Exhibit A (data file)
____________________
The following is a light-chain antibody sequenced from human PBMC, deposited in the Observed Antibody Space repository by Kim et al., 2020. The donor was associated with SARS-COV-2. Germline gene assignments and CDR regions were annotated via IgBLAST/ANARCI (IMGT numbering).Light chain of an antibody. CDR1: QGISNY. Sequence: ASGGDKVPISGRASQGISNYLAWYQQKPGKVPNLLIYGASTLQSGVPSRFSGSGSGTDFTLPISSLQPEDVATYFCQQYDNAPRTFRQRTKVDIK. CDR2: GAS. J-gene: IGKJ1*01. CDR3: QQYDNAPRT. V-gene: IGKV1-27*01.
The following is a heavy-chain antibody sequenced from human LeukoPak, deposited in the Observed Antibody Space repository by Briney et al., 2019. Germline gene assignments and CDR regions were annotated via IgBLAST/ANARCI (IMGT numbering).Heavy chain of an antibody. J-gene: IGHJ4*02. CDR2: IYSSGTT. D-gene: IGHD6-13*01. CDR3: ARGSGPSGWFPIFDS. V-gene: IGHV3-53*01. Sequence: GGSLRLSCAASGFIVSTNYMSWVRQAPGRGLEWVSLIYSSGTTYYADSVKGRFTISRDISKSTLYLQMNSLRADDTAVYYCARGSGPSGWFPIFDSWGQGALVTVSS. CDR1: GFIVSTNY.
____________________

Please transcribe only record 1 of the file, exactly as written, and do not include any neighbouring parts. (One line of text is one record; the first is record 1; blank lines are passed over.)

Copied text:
The following is a light-chain antibody sequenced from human PBMC, deposited in the Observed Antibody Space repository by Kim et al., 2020. The donor was associated with SARS-COV-2. Germline gene assignments and CDR regions were annotated via IgBLAST/ANARCI (IMGT numbering).Light chain of an antibody. CDR1: QGISNY. Sequence: ASGGDKVPISGRASQGISNYLAWYQQKPGKVPNLLIYGASTLQSGVPSRFSGSGSGTDFTLPISSLQPEDVATYFCQQYDNAPRTFRQRTKVDIK. CDR2: GAS. J-gene: IGKJ1*01. CDR3: QQYDNAPRT. V-gene: IGKV1-27*01.